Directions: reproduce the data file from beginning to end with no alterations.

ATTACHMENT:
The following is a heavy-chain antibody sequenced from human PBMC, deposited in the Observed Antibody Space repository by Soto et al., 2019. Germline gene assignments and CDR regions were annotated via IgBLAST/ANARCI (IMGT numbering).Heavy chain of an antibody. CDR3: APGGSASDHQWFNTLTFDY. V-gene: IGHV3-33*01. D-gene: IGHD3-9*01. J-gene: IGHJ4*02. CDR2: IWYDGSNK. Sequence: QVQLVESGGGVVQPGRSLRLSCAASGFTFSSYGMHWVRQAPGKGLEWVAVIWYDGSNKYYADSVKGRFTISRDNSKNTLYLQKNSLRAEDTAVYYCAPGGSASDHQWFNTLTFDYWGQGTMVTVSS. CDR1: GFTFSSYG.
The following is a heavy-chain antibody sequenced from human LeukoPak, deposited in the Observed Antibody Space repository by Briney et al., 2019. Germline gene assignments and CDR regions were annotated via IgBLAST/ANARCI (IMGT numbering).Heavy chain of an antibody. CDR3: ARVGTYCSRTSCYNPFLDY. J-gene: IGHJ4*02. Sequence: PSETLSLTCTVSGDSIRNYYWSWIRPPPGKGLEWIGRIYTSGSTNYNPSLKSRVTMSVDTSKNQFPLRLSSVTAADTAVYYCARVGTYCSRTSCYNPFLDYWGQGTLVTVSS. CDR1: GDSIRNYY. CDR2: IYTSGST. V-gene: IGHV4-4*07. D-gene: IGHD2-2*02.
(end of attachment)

The following is a heavy-chain antibody sequenced from human PBMC, deposited in the Observed Antibody Space repository by Soto et al., 2019. Germline gene assignments and CDR regions were annotated via IgBLAST/ANARCI (IMGT numbering).Heavy chain of an antibody. CDR3: APGGSASDHQWFNTLTFDY. V-gene: IGHV3-33*01. D-gene: IGHD3-9*01. J-gene: IGHJ4*02. CDR2: IWYDGSNK. Sequence: QVQLVESGGGVVQPGRSLRLSCAASGFTFSSYGMHWVRQAPGKGLEWVAVIWYDGSNKYYADSVKGRFTISRDNSKNTLYLQKNSLRAEDTAVYYCAPGGSASDHQWFNTLTFDYWGQGTMVTVSS. CDR1: GFTFSSYG.
The following is a heavy-chain antibody sequenced from human LeukoPak, deposited in the Observed Antibody Space repository by Briney et al., 2019. Germline gene assignments and CDR regions were annotated via IgBLAST/ANARCI (IMGT numbering).Heavy chain of an antibody. CDR3: ARVGTYCSRTSCYNPFLDY. J-gene: IGHJ4*02. Sequence: PSETLSLTCTVSGDSIRNYYWSWIRPPPGKGLEWIGRIYTSGSTNYNPSLKSRVTMSVDTSKNQFPLRLSSVTAADTAVYYCARVGTYCSRTSCYNPFLDYWGQGTLVTVSS. CDR1: GDSIRNYY. CDR2: IYTSGST. V-gene: IGHV4-4*07. D-gene: IGHD2-2*02.